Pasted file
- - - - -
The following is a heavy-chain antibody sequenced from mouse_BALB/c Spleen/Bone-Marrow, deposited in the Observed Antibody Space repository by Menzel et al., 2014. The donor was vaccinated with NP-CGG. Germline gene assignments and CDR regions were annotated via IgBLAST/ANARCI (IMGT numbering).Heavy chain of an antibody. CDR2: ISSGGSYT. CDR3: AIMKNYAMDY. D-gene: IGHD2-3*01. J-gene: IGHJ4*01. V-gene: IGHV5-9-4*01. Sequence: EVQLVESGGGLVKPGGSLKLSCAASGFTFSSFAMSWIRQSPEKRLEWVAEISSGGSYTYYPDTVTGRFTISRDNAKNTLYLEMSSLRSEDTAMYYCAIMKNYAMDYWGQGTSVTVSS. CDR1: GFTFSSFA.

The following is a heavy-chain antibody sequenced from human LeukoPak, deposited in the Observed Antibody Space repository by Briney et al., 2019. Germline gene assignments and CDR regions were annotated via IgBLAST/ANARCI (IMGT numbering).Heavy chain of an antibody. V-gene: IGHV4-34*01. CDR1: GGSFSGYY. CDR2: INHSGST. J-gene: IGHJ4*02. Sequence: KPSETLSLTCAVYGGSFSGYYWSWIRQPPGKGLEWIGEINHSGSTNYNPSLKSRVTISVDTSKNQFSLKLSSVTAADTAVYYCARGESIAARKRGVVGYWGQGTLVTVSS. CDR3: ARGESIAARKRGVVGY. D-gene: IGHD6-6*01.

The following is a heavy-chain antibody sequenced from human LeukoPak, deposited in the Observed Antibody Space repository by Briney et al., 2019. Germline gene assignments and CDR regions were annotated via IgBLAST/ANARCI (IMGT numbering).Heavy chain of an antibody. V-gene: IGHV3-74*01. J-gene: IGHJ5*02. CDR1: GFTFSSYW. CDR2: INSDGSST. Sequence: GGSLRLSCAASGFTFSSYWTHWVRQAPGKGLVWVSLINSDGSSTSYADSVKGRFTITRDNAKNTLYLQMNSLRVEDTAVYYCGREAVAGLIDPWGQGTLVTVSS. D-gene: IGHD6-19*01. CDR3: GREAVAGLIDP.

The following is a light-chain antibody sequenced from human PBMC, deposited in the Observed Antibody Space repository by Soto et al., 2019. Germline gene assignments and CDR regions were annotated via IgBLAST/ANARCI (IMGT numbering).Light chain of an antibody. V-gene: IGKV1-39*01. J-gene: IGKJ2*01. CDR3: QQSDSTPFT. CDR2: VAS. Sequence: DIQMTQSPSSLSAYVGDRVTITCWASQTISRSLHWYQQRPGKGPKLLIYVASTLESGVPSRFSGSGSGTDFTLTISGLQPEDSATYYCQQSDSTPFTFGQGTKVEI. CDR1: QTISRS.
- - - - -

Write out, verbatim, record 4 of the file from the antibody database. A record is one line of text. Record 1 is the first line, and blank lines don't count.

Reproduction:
The following is a light-chain antibody sequenced from human PBMC, deposited in the Observed Antibody Space repository by Soto et al., 2019. Germline gene assignments and CDR regions were annotated via IgBLAST/ANARCI (IMGT numbering).Light chain of an antibody. V-gene: IGKV1-39*01. J-gene: IGKJ2*01. CDR3: QQSDSTPFT. CDR2: VAS. Sequence: DIQMTQSPSSLSAYVGDRVTITCWASQTISRSLHWYQQRPGKGPKLLIYVASTLESGVPSRFSGSGSGTDFTLTISGLQPEDSATYYCQQSDSTPFTFGQGTKVEI. CDR1: QTISRS.